Government of Guyana to auction 14 oil blocks

The Government of Guyana has identified 14 oil blocks that will be auctioned in the nation’s first-ever competitive offshore oil and gas licensing round, expected to be concluded by the end of Q1 2023.

The country’s Ministry of Natural Resources has revised the fiscal terms that will guide all future offshore investments for projects that reach the production stage.

Under the new agreement model, the royalty rate has been increased from 2% to 10%. The current 75% cost-recovery ceiling has been lowered to 65%. Profit sharing after cost recovery remains the currently applied 50/50 for the contractor and the government. These new terms have doubled Guyana’s share from 14.5% to 27.5%, supplemented by the newly introduced 10% corporate tax.

“These incentives are expected to attract major international oil companies with the necessary finance and expertise to expedite the prospecting and development of oil discoveries within the shortest possible time frame,” said Minister of Natural Resources Vickram Bharrat. “This is in keeping with the government’s vision to increase the extraction of petroleum resources to satisfy global demands, while at the same time utilising earnings to strengthen Guyana’s non-oil sectors for a robust and stable economy.”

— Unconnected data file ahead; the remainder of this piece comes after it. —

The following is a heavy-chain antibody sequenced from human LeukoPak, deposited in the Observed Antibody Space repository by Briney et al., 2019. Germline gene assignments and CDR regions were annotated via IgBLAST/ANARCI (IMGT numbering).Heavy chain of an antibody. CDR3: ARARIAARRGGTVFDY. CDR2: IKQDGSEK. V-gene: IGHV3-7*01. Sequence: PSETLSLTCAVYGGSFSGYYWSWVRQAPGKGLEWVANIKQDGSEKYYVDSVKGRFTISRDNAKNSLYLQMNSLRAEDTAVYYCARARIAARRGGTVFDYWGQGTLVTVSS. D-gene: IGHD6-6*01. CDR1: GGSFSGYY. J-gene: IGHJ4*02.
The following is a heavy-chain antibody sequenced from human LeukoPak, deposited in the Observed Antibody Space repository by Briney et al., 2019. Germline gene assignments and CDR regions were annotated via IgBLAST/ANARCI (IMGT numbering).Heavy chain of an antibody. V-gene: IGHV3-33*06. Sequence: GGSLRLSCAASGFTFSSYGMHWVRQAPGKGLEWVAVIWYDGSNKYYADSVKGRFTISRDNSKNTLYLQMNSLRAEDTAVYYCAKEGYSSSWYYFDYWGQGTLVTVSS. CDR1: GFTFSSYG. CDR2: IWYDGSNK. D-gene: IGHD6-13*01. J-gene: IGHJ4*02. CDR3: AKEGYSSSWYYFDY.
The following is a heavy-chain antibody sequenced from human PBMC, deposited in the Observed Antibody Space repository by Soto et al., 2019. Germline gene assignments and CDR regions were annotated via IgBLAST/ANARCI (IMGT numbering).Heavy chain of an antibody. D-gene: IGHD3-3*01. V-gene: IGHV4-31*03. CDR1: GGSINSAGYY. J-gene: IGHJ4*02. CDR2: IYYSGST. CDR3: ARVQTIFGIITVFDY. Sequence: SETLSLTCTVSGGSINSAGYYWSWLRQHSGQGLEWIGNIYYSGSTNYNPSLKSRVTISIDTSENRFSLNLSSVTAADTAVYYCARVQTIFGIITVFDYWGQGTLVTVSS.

Of the 14 blocks – ranging from 1,000 square kilometres to 3,000 square kilometres – 11 are located in shallow water, while the remaining three can be found in ultra-deep water. Oil companies participating in the auction will be required to pay a minimum of US$10m for shallow blocks and $20m for deep-water blocks.

There will be no restrictions on how many bids a company may submit; however, each successful bidder will be limited to an award of three blocks.

Kim Biggar

Kim Biggar started writing in the supply chain sector in 2000, when she joined the Canadian Association of Supply Chain & Logistics Management. In 2004/2005, she was project manager for the Government of Canada-funded Canadian Logistics Skills Committee, which led to her 13-year role as communications manager of the Canadian Supply Chain Sector Council. A longtime freelance writer, Kim has contributed to publications including The Forwarder, 3PL Americas, The Shipper Advocate and Supply Chain Canada.
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